State budget sinking amid rising unemployment
Posted March 11, 2009
Updated March 12, 2009
Raleigh, N.C. — North Carolina's growing jobless numbers spell trouble for state lawmakers as well as for the people filling Employment Security Commission offices.
ESC officials said Wednesday the state's unemployment rate jumped to 9.7 percent in January from 8.1 percent in December. The number of people out of work – 443,000 – is a state record, and the January rate is the highest in 26 years, officials said.
"As unemployment goes up and less people are working, we're seeing reduced revenue collections in our major tax categories of income, sales and corporate (taxes)," said Charlie Perusse, state budget director.
State revenues are more than $1 billion below projections for the year, and the shortfall keeps growing, Perusse said.
Gov. Beverly Perdue said Wednesday she had taken control of the state's $787 million "rainy day" reserve fund to stabilize the budget. She said she would use $250 million to shore up the troubled State Health Plan and would use the rest to manage daily cash flow.
"Securing the rainy day fund is necessary for the continuance of day-to-day government operations. Put simply, this move makes sure we will have the cash to pay the bills,” Perdue said in a statement.
Because of declining revenues, Perusse predicted a $3.4 billion deficit in the 2009-10 fiscal year, which starts in July.
The state is counting on $1.7 billion in federal stimulus money to cut the projected deficit in half, and Perusse suggested several scenarios to fill much of the remaining gap.
One plan would cut spending by most state agencies by 10 percent. The University of North Carolina and North Carolina Community College systems and the Department of Health and Human Services would take 7 percent cuts, and public schools would have to reduce spending by 4.5 percent.
Those moves would save $1.3 billion, Perusse said, leaving lawmakers to make up the final $400 million.
"It is unlike anything we've seen before. It is truly significant pain," Senate Majority Leader Tony Rand said.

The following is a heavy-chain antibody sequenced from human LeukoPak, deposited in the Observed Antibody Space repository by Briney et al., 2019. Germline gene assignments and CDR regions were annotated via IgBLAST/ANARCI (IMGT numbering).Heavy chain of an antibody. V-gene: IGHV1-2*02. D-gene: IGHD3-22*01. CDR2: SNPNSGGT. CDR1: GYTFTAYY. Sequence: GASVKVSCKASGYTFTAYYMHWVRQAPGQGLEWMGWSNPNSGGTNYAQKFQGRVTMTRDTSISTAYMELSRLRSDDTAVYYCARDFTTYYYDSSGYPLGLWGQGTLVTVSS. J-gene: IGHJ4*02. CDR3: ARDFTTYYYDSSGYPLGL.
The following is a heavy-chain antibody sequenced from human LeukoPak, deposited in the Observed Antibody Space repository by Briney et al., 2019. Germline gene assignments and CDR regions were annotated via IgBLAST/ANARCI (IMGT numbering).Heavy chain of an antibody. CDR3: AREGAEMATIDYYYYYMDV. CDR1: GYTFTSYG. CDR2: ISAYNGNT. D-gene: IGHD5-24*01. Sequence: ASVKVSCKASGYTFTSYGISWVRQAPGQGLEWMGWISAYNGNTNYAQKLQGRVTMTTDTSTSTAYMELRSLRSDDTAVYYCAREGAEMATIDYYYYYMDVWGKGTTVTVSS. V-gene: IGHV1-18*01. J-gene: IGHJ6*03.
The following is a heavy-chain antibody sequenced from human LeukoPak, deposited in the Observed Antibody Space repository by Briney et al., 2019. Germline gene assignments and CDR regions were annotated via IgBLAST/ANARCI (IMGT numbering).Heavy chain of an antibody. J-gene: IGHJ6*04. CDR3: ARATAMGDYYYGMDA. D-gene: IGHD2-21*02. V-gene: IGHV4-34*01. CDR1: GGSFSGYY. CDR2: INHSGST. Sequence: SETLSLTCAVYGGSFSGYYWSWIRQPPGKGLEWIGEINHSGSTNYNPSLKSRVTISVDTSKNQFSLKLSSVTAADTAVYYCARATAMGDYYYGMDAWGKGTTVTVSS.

Other scenarios called for 15 percent cuts for some state agencies. Perdue has hinted that some programs could be eliminated altogether, but she has refused to provide details of possible cuts or tax increases until she releases her proposed budget next Tuesday.
Perusse's scenarios are based on existing spending levels – no new programs and allowances only for increased school and Medicaid enrollments – and on flat revenues.
The rising unemployment numbers and Perdue's push to increase per-student spending cast doubt on both of Perusse's budget assumptions, however.
"I'm probably more discouraged than I was," North Carolina State University economist Mike Walden said about the state's employment picture.
Walden said unemployment could climb to 13 or 14 percent by next year before the economy turns around, and he thinks the state might be too optimistic in its revenue forecast.
"I would probably plan for worse than that and hope that it is stagnant or better than stagnant," he said. "But I would have a contingency plan."
Rand, D-Cumberland, was one of several legislative leaders who met with Perdue on Wednesday on budget matters. Many of them back her push for more school spending amid the tough economy, but Rand said no one has a clear idea of how to pay for it.
"It's going to take massive cuts, and we may raise revenue some around the edges. I don't know," he said.